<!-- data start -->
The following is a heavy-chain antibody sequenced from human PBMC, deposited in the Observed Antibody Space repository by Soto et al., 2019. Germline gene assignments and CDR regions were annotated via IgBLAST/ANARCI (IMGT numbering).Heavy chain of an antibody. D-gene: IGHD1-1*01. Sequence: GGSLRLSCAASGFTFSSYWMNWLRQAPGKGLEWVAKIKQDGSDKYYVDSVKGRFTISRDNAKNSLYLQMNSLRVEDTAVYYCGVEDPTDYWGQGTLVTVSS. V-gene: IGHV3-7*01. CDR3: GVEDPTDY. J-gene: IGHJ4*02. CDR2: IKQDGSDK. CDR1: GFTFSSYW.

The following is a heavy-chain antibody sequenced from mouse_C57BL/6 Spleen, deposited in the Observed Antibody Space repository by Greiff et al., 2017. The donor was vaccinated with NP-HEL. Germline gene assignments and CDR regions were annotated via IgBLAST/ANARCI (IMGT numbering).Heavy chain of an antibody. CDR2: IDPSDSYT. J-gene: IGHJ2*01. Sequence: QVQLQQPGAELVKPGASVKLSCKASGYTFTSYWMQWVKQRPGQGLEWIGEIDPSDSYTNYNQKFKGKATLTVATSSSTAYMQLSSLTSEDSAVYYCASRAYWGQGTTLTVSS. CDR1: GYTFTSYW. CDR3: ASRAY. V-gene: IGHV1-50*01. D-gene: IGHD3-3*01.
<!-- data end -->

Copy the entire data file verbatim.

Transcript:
The following is a heavy-chain antibody sequenced from human PBMC, deposited in the Observed Antibody Space repository by Soto et al., 2019. Germline gene assignments and CDR regions were annotated via IgBLAST/ANARCI (IMGT numbering).Heavy chain of an antibody. D-gene: IGHD1-1*01. Sequence: GGSLRLSCAASGFTFSSYWMNWLRQAPGKGLEWVAKIKQDGSDKYYVDSVKGRFTISRDNAKNSLYLQMNSLRVEDTAVYYCGVEDPTDYWGQGTLVTVSS. V-gene: IGHV3-7*01. CDR3: GVEDPTDY. J-gene: IGHJ4*02. CDR2: IKQDGSDK. CDR1: GFTFSSYW.

The following is a heavy-chain antibody sequenced from mouse_C57BL/6 Spleen, deposited in the Observed Antibody Space repository by Greiff et al., 2017. The donor was vaccinated with NP-HEL. Germline gene assignments and CDR regions were annotated via IgBLAST/ANARCI (IMGT numbering).Heavy chain of an antibody. CDR2: IDPSDSYT. J-gene: IGHJ2*01. Sequence: QVQLQQPGAELVKPGASVKLSCKASGYTFTSYWMQWVKQRPGQGLEWIGEIDPSDSYTNYNQKFKGKATLTVATSSSTAYMQLSSLTSEDSAVYYCASRAYWGQGTTLTVSS. CDR1: GYTFTSYW. CDR3: ASRAY. V-gene: IGHV1-50*01. D-gene: IGHD3-3*01.